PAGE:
In-between Potatoes: These potatoes have a medium starch content and are good for steaming, baking, roasting, grilling, and au gratin dishes. Examples: Yukon Gold, Purple Majestic.

Firm, Waxy or Boiling Potatoes: These potatoes have a low starch content and are good for boiling, roasting, grilling, sautés, stews, salads, and au gratin dishes. Examples: Red Bliss, French Fingerling.

Potatoes sort of get a bad health rap, mainly because they are a carbohydrate and have a high glycemic index. If you are watching your sugar, don’t go overboard on them. On the plus side, they are rich in magnesium and copper, high in potassium and vitamin C and a good source of dietary fiber. Go for potatoes with blue or yellow flesh. These contain more phytonutrients than their white-fleshed cousins.

Eating the skin ups their nutritional value but with a caveat. Potatoes contain a glycoalkaloid (solanine), which is a mild toxin and most of this toxin is found in the skin. The amount found in most potatoes is considered harmless, but some nutritional experts still recommend that you peel all potatoes. I love a good crisp potato skin so I usual don’t peel them. Green and sprouting potatoes contain a higher amount of the toxin so I do peel those.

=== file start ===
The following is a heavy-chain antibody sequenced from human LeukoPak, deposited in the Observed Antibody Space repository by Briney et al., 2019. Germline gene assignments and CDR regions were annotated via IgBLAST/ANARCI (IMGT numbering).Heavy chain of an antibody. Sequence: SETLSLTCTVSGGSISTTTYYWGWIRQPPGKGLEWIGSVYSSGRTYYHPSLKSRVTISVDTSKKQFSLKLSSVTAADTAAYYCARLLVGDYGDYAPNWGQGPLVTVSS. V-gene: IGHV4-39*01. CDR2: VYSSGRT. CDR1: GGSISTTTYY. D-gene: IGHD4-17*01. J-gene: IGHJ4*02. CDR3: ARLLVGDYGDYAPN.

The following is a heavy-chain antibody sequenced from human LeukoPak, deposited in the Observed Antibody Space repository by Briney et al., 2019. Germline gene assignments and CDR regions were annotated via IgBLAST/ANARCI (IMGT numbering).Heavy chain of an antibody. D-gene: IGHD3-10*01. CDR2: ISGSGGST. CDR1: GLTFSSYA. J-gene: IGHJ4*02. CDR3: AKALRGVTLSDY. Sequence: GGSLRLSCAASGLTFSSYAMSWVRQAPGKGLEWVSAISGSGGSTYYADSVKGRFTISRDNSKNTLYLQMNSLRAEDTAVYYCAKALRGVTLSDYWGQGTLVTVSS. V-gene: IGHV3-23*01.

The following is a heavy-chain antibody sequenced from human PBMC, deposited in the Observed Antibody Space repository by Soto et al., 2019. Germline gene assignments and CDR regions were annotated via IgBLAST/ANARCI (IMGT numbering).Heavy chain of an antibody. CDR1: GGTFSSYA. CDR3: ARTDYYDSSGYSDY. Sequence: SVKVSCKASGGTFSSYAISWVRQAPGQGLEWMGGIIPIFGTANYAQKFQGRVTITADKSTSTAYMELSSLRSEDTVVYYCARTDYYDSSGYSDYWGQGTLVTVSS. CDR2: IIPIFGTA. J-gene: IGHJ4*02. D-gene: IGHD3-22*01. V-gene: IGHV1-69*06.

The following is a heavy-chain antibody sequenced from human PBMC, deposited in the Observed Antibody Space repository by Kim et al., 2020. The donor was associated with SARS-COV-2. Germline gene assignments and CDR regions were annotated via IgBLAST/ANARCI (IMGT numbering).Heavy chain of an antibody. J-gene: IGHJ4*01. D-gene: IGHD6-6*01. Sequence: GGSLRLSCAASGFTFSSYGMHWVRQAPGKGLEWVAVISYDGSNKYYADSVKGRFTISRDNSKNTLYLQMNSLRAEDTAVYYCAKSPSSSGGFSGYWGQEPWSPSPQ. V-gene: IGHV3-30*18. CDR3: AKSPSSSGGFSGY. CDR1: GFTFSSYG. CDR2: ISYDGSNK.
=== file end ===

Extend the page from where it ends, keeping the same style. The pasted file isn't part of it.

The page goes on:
The blog Whole Health Source has an excellent three-part series called “Potatoes and Human Health.”

Potatoes were added to the latest Environmental Working Group dirty dozen list. This is a list of the top 12 of the most pesticide contaminated fruits and vegetables. So I search out organic potatoes.

Potatoes can be stored for up to 6 months. Ask your farmer about which ones are better for storage. They should be stored in a cool, dark, well-ventilated area. Exposure to light will turn them green. Nobody wants green potatoes.

If anyone has extra potatoes to store, we have the perfect place in our basement for them!

Vampires Beware, we’ve been eating garlic!

Vampires cross the street when they walk by our house, especially since our visit to Virginia Ambrose from Scarecrow Farm. We met her at the Hudson Farmers Market last weekend. And we’re glad we did.

If you have a question about garlic, ask Virginia. She knows her garlic. They grow more hardneck varieties than softneck. Apparently hardneck is the garlic connoisseur’s choice. The flavor is said to be more complex. The cloves are larger, but fewer. They are easier to peel but don’t store as well as the softnecks. Softneck garlic is the type you most often see in the supermarket, though I doubt our local supermarkets carry either the Korean Red or Mediterranean Soft neck that Scarecrow Farms grows.

Scarecrow Farm has many types of garlic, each with their own characteristics. Virginia will mark each bulb with the name so you can go home and have your very own garlic tasting, which is exactly what we did.

I methodically set up for the tasting. First I labeled plates with each type of garlic.

The line-up was:
Two porcelain hardnecks: Carpathian and Romanian Red
One purple stripe hardneck: Siberian
One soft neck: Mediterranean.

Then I heated up bread with a little butter and placed the raw, minced garlic on each piece. I’m sure you could also conduct this taste test with cooked garlic, but I felt we would catch more subtleties eating it raw. Plus vampires hate raw garlic.